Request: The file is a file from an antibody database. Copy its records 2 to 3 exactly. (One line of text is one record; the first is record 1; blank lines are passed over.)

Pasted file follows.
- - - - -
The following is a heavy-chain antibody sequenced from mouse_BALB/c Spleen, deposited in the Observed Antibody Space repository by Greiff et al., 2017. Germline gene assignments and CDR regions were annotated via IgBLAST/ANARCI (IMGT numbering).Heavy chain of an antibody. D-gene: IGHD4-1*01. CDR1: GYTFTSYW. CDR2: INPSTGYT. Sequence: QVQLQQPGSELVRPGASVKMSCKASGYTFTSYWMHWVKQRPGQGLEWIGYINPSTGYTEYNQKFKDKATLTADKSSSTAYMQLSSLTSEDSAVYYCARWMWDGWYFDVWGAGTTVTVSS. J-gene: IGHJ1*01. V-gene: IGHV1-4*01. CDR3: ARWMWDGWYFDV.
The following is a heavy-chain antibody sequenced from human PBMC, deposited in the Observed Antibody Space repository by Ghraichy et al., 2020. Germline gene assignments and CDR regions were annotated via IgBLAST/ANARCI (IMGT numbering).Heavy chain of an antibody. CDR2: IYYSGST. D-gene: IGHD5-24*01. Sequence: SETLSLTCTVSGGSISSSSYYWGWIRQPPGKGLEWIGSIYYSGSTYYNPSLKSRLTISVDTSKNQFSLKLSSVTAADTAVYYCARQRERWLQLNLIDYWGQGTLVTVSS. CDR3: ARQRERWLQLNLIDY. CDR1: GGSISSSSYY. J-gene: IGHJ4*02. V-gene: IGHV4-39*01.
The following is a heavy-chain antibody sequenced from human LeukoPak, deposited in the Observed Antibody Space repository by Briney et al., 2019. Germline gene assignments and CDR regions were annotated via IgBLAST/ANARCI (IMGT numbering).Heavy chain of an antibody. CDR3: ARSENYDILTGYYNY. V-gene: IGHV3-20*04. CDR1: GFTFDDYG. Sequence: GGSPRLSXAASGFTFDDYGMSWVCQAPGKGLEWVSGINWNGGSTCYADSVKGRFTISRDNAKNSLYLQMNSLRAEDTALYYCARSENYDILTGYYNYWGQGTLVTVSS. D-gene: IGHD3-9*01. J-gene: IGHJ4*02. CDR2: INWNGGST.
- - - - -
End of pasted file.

The following is a heavy-chain antibody sequenced from human PBMC, deposited in the Observed Antibody Space repository by Ghraichy et al., 2020. Germline gene assignments and CDR regions were annotated via IgBLAST/ANARCI (IMGT numbering).Heavy chain of an antibody. CDR2: IYYSGST. D-gene: IGHD5-24*01. Sequence: SETLSLTCTVSGGSISSSSYYWGWIRQPPGKGLEWIGSIYYSGSTYYNPSLKSRLTISVDTSKNQFSLKLSSVTAADTAVYYCARQRERWLQLNLIDYWGQGTLVTVSS. CDR3: ARQRERWLQLNLIDY. CDR1: GGSISSSSYY. J-gene: IGHJ4*02. V-gene: IGHV4-39*01.
The following is a heavy-chain antibody sequenced from human LeukoPak, deposited in the Observed Antibody Space repository by Briney et al., 2019. Germline gene assignments and CDR regions were annotated via IgBLAST/ANARCI (IMGT numbering).Heavy chain of an antibody. CDR3: ARSENYDILTGYYNY. V-gene: IGHV3-20*04. CDR1: GFTFDDYG. Sequence: GGSPRLSXAASGFTFDDYGMSWVCQAPGKGLEWVSGINWNGGSTCYADSVKGRFTISRDNAKNSLYLQMNSLRAEDTALYYCARSENYDILTGYYNYWGQGTLVTVSS. D-gene: IGHD3-9*01. J-gene: IGHJ4*02. CDR2: INWNGGST.